This is Keith, then, a town full of welcome and neighbourly kindness, yet of solid character, amply illustrating its motto Fortiter et Suaviter - translated as The Iron Hand in the Velvet Glove.
Early Keith was a nodal centre, a crossing place of the river from East to West, and a gathering place for cattle being driven South to the great Markets. Not surprisingly, it became itself a considerable market centre for cattle, a trade only recently lost.
Small though it was, however, the Old Town was distinguished by the Great Fair of Simmareve, held in mid-September each year, and lasting for a week or more. J.ES. Gordon relates: "To it the whole Merchants of Aberdeen, leaving their shops almost empty, with all their goods repaired, and very little unsold was carried back... All the Carriers and many smaller farmers in the vicinity of Aberdeen were employed for ten or twelve days before the Market; they travelled in caravans, from a dozen to forty together. Numbers of Trading people and Manufacturers from Glasgow, Perth, Dundee and other towns in the South, were met by all the Merchants of the Western Highlands and Northerly parts of the Kingdom, from the distance even of Kirkwall and the Orknev Isles... with all the black cattle and horses, several thousand of each, from all the country far and wide around." How could so small a town accommodate such a concourse? Apparently the visitors were well content to "lie together in scores and dozens upon straw.. in all the pantries, barns and kilns of the Town and Farms for miles around."
With the advent of the New Town, the Fair moved to the Square there, and gave place eventually to its successor, the Great Keith Show, run annually by the Central Banffshire Farmers Club. This takes place a short distance away, in Seafield Park, while the Square now accommodates amusements.' Once hailed as "the largest One- Day Show in Scotland", it was traditionally held on the second Tuesday in August, when the Town was crammed with visitors. It was blessed with extraordinarily good weather. Indeed for over forty years, it never rained during the Show. This was credited to two 'worthies' who held their Annual Day of Prayer pleading for good weather for the show. Their prayers were answered in life, and when they were finally called to their Maker, they were even better placed. But times change and the growing expense of staging the show made it impossible for one day to cover costs. Monday was added, and Sunday became a 'Free' day. It proved so popular that Monday was virtually dead. Tuesday was dropped, and the show covered Sunday and Monday. Since then, the weather has not conformed, but the sale of umbrellas and wellingtons has increased.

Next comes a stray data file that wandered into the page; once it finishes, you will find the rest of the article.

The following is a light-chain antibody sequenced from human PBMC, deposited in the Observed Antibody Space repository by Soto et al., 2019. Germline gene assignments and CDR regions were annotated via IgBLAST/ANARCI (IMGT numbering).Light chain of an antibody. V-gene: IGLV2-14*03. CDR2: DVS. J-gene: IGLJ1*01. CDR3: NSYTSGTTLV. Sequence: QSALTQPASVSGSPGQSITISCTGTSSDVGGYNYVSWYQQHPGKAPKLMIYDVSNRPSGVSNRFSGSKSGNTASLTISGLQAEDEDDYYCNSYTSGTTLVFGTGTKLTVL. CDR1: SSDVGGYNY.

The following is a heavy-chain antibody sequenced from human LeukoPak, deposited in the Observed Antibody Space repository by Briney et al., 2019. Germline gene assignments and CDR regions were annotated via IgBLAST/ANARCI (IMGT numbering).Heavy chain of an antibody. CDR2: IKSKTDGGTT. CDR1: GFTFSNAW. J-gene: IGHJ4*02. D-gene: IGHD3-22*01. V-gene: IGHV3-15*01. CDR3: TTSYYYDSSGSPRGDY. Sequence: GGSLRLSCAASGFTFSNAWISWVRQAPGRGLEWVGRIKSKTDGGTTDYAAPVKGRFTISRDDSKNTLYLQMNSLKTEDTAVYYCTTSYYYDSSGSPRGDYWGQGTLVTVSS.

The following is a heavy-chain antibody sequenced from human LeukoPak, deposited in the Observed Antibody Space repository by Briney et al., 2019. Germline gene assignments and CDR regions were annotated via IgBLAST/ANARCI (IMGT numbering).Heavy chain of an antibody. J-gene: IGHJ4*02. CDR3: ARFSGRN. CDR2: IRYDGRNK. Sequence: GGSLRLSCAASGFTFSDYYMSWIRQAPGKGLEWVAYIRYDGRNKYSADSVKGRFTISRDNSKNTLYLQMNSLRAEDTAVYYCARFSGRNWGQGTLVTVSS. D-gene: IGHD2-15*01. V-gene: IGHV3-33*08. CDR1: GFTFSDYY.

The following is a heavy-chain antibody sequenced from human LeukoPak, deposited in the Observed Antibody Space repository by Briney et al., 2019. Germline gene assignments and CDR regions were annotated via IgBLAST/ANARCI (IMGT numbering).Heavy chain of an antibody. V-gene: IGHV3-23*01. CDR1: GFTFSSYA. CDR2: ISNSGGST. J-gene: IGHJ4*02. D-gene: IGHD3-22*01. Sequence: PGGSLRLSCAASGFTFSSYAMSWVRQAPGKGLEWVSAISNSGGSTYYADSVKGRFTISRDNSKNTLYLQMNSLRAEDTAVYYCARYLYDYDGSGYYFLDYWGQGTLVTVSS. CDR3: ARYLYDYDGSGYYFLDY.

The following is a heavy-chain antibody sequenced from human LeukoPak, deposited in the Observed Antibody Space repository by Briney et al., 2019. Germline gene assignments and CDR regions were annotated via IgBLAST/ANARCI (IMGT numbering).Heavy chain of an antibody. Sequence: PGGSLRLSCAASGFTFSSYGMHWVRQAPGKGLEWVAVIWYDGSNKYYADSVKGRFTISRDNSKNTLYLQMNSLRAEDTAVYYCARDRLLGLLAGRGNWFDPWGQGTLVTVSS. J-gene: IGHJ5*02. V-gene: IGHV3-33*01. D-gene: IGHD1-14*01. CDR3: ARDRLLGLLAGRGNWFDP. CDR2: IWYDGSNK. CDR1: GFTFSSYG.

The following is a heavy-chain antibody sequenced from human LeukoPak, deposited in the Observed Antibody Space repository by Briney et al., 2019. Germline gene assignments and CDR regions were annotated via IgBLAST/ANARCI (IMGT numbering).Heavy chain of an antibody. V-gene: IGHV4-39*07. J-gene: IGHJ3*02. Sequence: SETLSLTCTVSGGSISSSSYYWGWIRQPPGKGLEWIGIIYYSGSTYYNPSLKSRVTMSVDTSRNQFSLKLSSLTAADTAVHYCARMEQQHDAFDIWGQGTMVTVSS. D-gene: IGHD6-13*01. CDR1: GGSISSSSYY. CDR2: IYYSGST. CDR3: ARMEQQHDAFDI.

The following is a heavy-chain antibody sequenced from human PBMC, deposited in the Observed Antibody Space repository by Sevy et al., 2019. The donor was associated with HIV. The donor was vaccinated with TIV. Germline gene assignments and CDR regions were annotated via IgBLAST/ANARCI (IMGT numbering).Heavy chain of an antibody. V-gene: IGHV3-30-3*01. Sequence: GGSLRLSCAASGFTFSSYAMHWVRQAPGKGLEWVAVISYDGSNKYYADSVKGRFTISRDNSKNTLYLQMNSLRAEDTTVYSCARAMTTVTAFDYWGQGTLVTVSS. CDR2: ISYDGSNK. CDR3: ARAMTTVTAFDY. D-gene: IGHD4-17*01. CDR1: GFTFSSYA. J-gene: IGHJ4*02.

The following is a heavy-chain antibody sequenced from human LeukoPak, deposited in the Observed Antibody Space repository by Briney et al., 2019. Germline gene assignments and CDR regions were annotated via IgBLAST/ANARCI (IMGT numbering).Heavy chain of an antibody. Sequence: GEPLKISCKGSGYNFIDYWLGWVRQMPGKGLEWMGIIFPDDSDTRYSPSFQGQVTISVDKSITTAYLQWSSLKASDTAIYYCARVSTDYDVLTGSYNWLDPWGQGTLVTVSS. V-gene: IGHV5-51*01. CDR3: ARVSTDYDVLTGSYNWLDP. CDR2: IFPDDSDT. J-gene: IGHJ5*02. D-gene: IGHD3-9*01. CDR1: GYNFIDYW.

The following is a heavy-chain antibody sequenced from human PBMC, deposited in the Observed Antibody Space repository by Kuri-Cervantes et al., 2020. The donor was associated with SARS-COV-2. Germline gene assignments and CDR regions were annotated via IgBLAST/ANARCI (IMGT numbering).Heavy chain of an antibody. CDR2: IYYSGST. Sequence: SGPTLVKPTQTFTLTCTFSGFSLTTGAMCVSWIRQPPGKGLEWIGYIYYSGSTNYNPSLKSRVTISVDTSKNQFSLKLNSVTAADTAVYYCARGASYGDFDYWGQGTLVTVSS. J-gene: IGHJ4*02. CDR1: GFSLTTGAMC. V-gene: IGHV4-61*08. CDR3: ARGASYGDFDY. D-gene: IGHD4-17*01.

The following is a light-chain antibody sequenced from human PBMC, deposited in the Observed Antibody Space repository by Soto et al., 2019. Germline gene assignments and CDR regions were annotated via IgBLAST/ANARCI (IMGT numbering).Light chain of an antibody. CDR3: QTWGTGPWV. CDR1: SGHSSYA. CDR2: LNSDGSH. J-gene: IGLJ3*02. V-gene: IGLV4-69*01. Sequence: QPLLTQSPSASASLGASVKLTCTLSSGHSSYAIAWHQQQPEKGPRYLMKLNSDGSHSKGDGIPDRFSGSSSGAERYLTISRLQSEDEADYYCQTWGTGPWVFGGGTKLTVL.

In contrast to John Ogilvie's fate, the religious history of Keith has always been one of tolerance. All faiths respect each other, now as in the past. Four churches remain, the UP Church built in 1852 having been demolished in 1925. St. Rufus, the Parish Church, is a fine Gothic building dating from 1816, while the North Church, formerly Free Church, is of Elizabethan design. The Episcopal community, no longer 'Established' after 1688, built a Church in Mid Street, now part of Annand's Ironmongers, before moving to Holy Trinity in Seafield Avenue. There, pride of place is given to the Seabury Chair, where the first Bishop was consecrated for the Church in America. The Roman Catholics had from 1783 a chapel and cottage at Kempcairn, but Father Low raised funds for the present St. Thomas, Chapel Street, opened in 1832, and extended with its copper dome in 1916. Its treasured possession is a painting by Francois Dubois of 'The Incredulitv of St. Thomas', commissioned and presented by King Charles X of France and lately restored. Here, in 1976, the BBC presented 'Scots Praise', specially noteworthy for its joint blessing by all Keith's clergy together, symbolic of the accord that still exists.
No history of Keith, however, would be complete without mention of James Ferguson, James Gordon Bennet, and John Ogilvie.
Ferguson, born in 1710, early exhibited an interest in the stars coupled with an aptitude for mathematics and mechanics. With the help of various patrons, notably the butler at Auchoynanie, his still in designint! and building complex astronomical machines like Orreries, brought him nation-wide recognition, an annuity from King George III and a Fellowship of the Royal Society. One Orrery remains in Keith Grammar School.
James Gordon Bennet, born in Enzie, but educated in Keith, emigrated to America in 1819, eventually reaching Boston without a penny in his pocket. Here he found work in a printing office, and moving to New York, succeeded after two failures in launching the New York Herald, a paper dedicated to 'facts in a brief and agreeable form'. This enterprise made him two million pounds. His son, of the same name, earned undying fame by sending a reporter, Henry Morton Stanley, to Africa, with the terse command, 'Find Livingstone.' He did.
John Ogilvie, son of Walter Ogilvie of Drum, was born in 1579 of a Calvinist Family. He was sent to Europe for his education, and in 1596 entered the Scots College of Douai, and later the Jesuit College at Olmutz in Bavaria. Here he became a Catholic and, in 1610, a priest. He returned to Scotland to work in Glasgow. He was betrayed, and for six months subjected to unremitting torture for refusing to admit the King's Authority in matters of religion, a crime termed 'Constructive Treason'. He was finally hanged in 1615, beatified in 1929 and canonised in 1976. Present in Rome was a large party from Keith, and the Ogilvies were represented by Mr Angus Ogilvie and his wife, Princess Alexandra.